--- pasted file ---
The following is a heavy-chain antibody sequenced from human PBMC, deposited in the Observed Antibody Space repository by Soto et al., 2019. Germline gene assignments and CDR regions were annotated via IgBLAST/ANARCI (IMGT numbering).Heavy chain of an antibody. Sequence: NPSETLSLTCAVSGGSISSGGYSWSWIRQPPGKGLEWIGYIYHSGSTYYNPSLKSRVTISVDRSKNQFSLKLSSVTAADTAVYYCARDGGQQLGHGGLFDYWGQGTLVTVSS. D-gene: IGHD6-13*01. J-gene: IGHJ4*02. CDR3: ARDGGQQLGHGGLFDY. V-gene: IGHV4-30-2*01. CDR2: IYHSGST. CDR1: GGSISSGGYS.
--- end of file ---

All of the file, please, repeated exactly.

The following is a heavy-chain antibody sequenced from human PBMC, deposited in the Observed Antibody Space repository by Soto et al., 2019. Germline gene assignments and CDR regions were annotated via IgBLAST/ANARCI (IMGT numbering).Heavy chain of an antibody. Sequence: NPSETLSLTCAVSGGSISSGGYSWSWIRQPPGKGLEWIGYIYHSGSTYYNPSLKSRVTISVDRSKNQFSLKLSSVTAADTAVYYCARDGGQQLGHGGLFDYWGQGTLVTVSS. D-gene: IGHD6-13*01. J-gene: IGHJ4*02. CDR3: ARDGGQQLGHGGLFDY. V-gene: IGHV4-30-2*01. CDR2: IYHSGST. CDR1: GGSISSGGYS.